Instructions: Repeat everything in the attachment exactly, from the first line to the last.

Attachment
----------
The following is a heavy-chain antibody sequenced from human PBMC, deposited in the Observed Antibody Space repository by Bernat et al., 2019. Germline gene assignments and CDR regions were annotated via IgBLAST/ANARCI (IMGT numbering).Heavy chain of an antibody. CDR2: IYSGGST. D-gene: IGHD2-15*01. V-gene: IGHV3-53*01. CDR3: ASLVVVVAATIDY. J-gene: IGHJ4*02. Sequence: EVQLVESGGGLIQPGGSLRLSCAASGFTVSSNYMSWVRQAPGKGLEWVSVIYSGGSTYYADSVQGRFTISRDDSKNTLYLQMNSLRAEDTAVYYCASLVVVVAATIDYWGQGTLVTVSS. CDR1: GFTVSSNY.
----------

The following is a heavy-chain antibody sequenced from human PBMC, deposited in the Observed Antibody Space repository by Bernat et al., 2019. Germline gene assignments and CDR regions were annotated via IgBLAST/ANARCI (IMGT numbering).Heavy chain of an antibody. CDR2: IYSGGST. D-gene: IGHD2-15*01. V-gene: IGHV3-53*01. CDR3: ASLVVVVAATIDY. J-gene: IGHJ4*02. Sequence: EVQLVESGGGLIQPGGSLRLSCAASGFTVSSNYMSWVRQAPGKGLEWVSVIYSGGSTYYADSVQGRFTISRDDSKNTLYLQMNSLRAEDTAVYYCASLVVVVAATIDYWGQGTLVTVSS. CDR1: GFTVSSNY.